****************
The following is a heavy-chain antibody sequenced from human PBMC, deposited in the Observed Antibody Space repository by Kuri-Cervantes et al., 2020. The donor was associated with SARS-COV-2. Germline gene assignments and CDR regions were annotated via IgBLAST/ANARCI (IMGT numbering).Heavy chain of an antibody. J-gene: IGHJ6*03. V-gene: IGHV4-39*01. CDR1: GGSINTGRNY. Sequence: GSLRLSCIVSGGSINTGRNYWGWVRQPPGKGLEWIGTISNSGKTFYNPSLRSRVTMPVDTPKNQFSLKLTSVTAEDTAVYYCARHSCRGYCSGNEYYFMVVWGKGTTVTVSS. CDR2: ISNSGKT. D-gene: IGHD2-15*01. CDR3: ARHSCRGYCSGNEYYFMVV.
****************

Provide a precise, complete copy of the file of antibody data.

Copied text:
The following is a heavy-chain antibody sequenced from human PBMC, deposited in the Observed Antibody Space repository by Kuri-Cervantes et al., 2020. The donor was associated with SARS-COV-2. Germline gene assignments and CDR regions were annotated via IgBLAST/ANARCI (IMGT numbering).Heavy chain of an antibody. J-gene: IGHJ6*03. V-gene: IGHV4-39*01. CDR1: GGSINTGRNY. Sequence: GSLRLSCIVSGGSINTGRNYWGWVRQPPGKGLEWIGTISNSGKTFYNPSLRSRVTMPVDTPKNQFSLKLTSVTAEDTAVYYCARHSCRGYCSGNEYYFMVVWGKGTTVTVSS. CDR2: ISNSGKT. D-gene: IGHD2-15*01. CDR3: ARHSCRGYCSGNEYYFMVV.